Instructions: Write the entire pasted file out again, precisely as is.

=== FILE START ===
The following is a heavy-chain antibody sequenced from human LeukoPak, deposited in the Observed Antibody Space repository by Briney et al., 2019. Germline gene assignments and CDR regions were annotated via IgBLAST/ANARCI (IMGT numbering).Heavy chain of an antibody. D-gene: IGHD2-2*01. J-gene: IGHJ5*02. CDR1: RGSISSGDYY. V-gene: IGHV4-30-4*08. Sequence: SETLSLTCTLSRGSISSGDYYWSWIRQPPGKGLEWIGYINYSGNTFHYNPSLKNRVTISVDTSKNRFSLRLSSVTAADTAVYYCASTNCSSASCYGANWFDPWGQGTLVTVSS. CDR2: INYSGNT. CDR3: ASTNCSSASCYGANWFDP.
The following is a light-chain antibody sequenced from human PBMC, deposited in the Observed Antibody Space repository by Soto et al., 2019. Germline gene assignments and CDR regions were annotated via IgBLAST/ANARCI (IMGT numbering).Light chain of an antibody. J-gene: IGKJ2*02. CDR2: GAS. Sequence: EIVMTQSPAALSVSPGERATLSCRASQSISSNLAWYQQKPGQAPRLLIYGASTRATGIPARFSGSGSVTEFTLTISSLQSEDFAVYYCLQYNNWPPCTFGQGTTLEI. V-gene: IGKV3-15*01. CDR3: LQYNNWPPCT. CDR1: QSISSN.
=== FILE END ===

The following is a heavy-chain antibody sequenced from human LeukoPak, deposited in the Observed Antibody Space repository by Briney et al., 2019. Germline gene assignments and CDR regions were annotated via IgBLAST/ANARCI (IMGT numbering).Heavy chain of an antibody. D-gene: IGHD2-2*01. J-gene: IGHJ5*02. CDR1: RGSISSGDYY. V-gene: IGHV4-30-4*08. Sequence: SETLSLTCTLSRGSISSGDYYWSWIRQPPGKGLEWIGYINYSGNTFHYNPSLKNRVTISVDTSKNRFSLRLSSVTAADTAVYYCASTNCSSASCYGANWFDPWGQGTLVTVSS. CDR2: INYSGNT. CDR3: ASTNCSSASCYGANWFDP.
The following is a light-chain antibody sequenced from human PBMC, deposited in the Observed Antibody Space repository by Soto et al., 2019. Germline gene assignments and CDR regions were annotated via IgBLAST/ANARCI (IMGT numbering).Light chain of an antibody. J-gene: IGKJ2*02. CDR2: GAS. Sequence: EIVMTQSPAALSVSPGERATLSCRASQSISSNLAWYQQKPGQAPRLLIYGASTRATGIPARFSGSGSVTEFTLTISSLQSEDFAVYYCLQYNNWPPCTFGQGTTLEI. V-gene: IGKV3-15*01. CDR3: LQYNNWPPCT. CDR1: QSISSN.